But if you are proposing some "effect" caused by vitamin C - after digestion - then you have to explain why the same effect doesn't occur in all animals.
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Re: Vitamin C and other vitamin or mineral deficiencies

Post Number:#9  Post by majkinetor » Mon Feb 20, 2012 6:13 am

So say you, and many others over the Internet, without much evidence. Vitamin C is the second most studied substance in the history of science (according to Pauling in 1971). If Pauling didn't spot the problem, I doubt very much whether it really exists.

There is much evidence. This is even not controversial, that C will reduce copper status. One speculated reason is improval of iron status which competes with copper. Like I said, with C alone its not that problematic.
Pauling was not God, everybody can miss something. Furthermore, there is very low amount of oral C megadose studies and this thing is further problematic because people are usually copper sufficient ore even overdosed because of tap water. That clearly doesn't mean that everybody will be OK, particularly because such imbalance may be very hard to spot.

Following Linus Pauling's regimen in HTLLAFB will make the issue moot in probably 90% of the population - no matter what you eat

Probably even less, but people still need to know this, because you may not have substantial copper input for various reasons - you don't drink tap water, you take too much zinc/iron, you don't eat liver/chocolate etc. Once you get copper deficiency you wont be interested in numbers because it looks like some symptoms might be irreversible.

But if you are proposing some "effect" caused by vitamin C - after digestion - then you have to explain why the same effect doesn't occur in all animals.

No, I clearly stated that its in a domain of gastroenterology.

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Re: Vitamin C and other vitamin or mineral deficiencies

Post Number:#10  Post by Jacquie » Mon Feb 20, 2012 5:39 pm

majkinetor wrote:There is much evidence. This is even not controversial, that C will reduce copper status.

I found a bunch of studies about this, but the results are all over the board. Please link or cite the non-controversial evidence you're referring to.

In fact, several of those studies are about post-absorption mechanisms only. This line of research does not seem to be settled ground, yet.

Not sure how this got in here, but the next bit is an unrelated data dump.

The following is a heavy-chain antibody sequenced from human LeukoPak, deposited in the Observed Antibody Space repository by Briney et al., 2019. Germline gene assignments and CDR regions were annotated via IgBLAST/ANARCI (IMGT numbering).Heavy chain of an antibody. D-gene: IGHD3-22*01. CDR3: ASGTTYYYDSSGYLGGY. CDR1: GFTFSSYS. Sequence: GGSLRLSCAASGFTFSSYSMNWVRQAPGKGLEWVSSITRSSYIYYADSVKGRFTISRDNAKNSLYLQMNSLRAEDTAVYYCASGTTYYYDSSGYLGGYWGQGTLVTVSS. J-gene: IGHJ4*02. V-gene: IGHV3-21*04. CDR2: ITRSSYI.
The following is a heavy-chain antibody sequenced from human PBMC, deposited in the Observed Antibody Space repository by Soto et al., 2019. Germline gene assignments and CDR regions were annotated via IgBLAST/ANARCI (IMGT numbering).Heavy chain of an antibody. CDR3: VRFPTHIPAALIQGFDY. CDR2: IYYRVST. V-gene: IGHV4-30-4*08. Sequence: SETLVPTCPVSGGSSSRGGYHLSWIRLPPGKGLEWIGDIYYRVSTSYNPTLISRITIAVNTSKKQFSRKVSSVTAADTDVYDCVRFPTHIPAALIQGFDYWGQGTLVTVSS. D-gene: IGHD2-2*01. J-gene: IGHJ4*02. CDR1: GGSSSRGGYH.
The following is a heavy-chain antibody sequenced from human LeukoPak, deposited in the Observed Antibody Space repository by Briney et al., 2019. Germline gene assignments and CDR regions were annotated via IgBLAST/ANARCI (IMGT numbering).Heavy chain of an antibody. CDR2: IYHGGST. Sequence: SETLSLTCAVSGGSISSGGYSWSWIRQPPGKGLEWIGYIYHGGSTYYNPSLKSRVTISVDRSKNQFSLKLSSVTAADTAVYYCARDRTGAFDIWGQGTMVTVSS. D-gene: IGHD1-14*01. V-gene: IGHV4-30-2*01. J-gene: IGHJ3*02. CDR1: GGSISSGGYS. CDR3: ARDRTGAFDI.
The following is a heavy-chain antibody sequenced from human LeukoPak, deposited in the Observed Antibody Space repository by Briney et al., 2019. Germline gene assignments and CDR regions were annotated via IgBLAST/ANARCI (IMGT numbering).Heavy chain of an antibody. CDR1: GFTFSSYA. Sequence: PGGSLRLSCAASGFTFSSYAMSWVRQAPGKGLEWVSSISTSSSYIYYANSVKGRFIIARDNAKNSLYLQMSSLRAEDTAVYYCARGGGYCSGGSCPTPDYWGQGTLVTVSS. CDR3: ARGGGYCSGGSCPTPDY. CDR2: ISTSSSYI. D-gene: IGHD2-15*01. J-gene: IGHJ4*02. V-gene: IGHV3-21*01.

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Re: Vitamin C and other vitamin or mineral deficiencies

Post Number:#11  Post by majkinetor » Mon Feb 20, 2012 6:21 pm

I have actually read all those studies full and more, in them are references to practically everything you need and you will see its almost consistent finding, that ascorbate reduces copper in specific context.

The chicken study is why I said that it looks like time of C ingestion might also be important.

Actually, I think it is what happened to me now, thats why I know. Unfortunately there is no way at the moment for me to be sure unless paying lots of money for extensive testing.

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Re: Vitamin C and other vitamin or mineral deficiencies

Post Number:#12  Post by ofonorow » Thu Feb 23, 2012 2:44 am

To Jacquie's point,
Intake of high dietary iron (10 times control) increased hepatic iron stores and produced a reciprocal decrease in hepatic copper. Even though splenic iron increased, no significant change in copper resulted.


Pharmacologic doses (25 mg per 100 g BW per day) of vitamin C resulted in two-to-three-fold decreases in liver copper, when compared with those receiving normal (0.5 mg per 100 g BW per day) intakes. Under conditions of vitamin C deficiency, serum copper and ceruloplasmin were elevated along with liver copper.


By the way, are there any studies in guinea pigs that just evaluated copper levels? The finding seems to be that iron and copper "compete".